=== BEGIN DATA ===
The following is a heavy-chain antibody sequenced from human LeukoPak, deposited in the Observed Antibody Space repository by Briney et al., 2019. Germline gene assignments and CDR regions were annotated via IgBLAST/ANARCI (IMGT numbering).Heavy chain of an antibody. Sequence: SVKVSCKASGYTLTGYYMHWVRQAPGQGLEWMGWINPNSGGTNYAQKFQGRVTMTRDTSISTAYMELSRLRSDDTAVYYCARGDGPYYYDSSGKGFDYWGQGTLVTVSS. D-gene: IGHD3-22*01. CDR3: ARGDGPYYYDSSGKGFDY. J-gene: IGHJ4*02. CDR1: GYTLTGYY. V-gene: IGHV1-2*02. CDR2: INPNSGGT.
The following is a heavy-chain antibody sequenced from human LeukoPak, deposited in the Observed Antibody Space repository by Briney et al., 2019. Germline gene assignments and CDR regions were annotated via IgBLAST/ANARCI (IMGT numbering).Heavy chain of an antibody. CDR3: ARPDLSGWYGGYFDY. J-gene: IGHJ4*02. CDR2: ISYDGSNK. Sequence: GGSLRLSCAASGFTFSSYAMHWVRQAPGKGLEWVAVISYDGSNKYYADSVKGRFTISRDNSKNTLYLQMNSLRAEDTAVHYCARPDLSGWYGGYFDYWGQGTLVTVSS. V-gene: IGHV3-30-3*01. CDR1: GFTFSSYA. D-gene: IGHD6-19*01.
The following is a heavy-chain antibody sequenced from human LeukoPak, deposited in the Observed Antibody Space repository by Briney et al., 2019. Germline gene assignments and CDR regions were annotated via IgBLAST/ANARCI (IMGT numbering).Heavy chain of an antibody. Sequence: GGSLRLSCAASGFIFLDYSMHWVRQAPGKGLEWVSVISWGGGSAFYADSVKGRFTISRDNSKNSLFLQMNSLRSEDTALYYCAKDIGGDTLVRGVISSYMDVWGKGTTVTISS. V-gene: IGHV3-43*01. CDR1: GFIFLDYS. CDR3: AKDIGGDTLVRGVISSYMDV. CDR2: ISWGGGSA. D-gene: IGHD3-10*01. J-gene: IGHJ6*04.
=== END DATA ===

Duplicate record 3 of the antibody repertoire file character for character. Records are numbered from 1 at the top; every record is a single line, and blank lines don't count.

The following is a heavy-chain antibody sequenced from human LeukoPak, deposited in the Observed Antibody Space repository by Briney et al., 2019. Germline gene assignments and CDR regions were annotated via IgBLAST/ANARCI (IMGT numbering).Heavy chain of an antibody. Sequence: GGSLRLSCAASGFIFLDYSMHWVRQAPGKGLEWVSVISWGGGSAFYADSVKGRFTISRDNSKNSLFLQMNSLRSEDTALYYCAKDIGGDTLVRGVISSYMDVWGKGTTVTISS. V-gene: IGHV3-43*01. CDR1: GFIFLDYS. CDR3: AKDIGGDTLVRGVISSYMDV. CDR2: ISWGGGSA. D-gene: IGHD3-10*01. J-gene: IGHJ6*04.